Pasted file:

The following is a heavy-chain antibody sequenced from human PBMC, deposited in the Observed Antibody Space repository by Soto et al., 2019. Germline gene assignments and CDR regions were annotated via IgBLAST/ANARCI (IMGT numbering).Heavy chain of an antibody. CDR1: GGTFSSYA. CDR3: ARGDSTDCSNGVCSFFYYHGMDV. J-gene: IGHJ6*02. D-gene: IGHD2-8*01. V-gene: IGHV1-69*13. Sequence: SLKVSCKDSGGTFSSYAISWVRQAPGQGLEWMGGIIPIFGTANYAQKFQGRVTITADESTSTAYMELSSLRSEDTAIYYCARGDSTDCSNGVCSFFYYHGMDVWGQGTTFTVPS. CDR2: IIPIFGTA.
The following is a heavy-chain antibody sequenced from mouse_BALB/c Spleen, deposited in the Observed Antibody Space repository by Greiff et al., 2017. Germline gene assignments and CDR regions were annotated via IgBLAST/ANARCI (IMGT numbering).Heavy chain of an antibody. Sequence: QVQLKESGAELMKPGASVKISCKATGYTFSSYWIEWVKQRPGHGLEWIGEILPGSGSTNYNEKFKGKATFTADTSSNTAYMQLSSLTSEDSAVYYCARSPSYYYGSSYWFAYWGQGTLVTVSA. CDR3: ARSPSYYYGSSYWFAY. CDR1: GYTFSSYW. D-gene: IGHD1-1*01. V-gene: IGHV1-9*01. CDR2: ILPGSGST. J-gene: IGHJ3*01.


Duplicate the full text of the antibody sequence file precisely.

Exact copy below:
The following is a heavy-chain antibody sequenced from human PBMC, deposited in the Observed Antibody Space repository by Soto et al., 2019. Germline gene assignments and CDR regions were annotated via IgBLAST/ANARCI (IMGT numbering).Heavy chain of an antibody. CDR1: GGTFSSYA. CDR3: ARGDSTDCSNGVCSFFYYHGMDV. J-gene: IGHJ6*02. D-gene: IGHD2-8*01. V-gene: IGHV1-69*13. Sequence: SLKVSCKDSGGTFSSYAISWVRQAPGQGLEWMGGIIPIFGTANYAQKFQGRVTITADESTSTAYMELSSLRSEDTAIYYCARGDSTDCSNGVCSFFYYHGMDVWGQGTTFTVPS. CDR2: IIPIFGTA.
The following is a heavy-chain antibody sequenced from mouse_BALB/c Spleen, deposited in the Observed Antibody Space repository by Greiff et al., 2017. Germline gene assignments and CDR regions were annotated via IgBLAST/ANARCI (IMGT numbering).Heavy chain of an antibody. Sequence: QVQLKESGAELMKPGASVKISCKATGYTFSSYWIEWVKQRPGHGLEWIGEILPGSGSTNYNEKFKGKATFTADTSSNTAYMQLSSLTSEDSAVYYCARSPSYYYGSSYWFAYWGQGTLVTVSA. CDR3: ARSPSYYYGSSYWFAY. CDR1: GYTFSSYW. D-gene: IGHD1-1*01. V-gene: IGHV1-9*01. CDR2: ILPGSGST. J-gene: IGHJ3*01.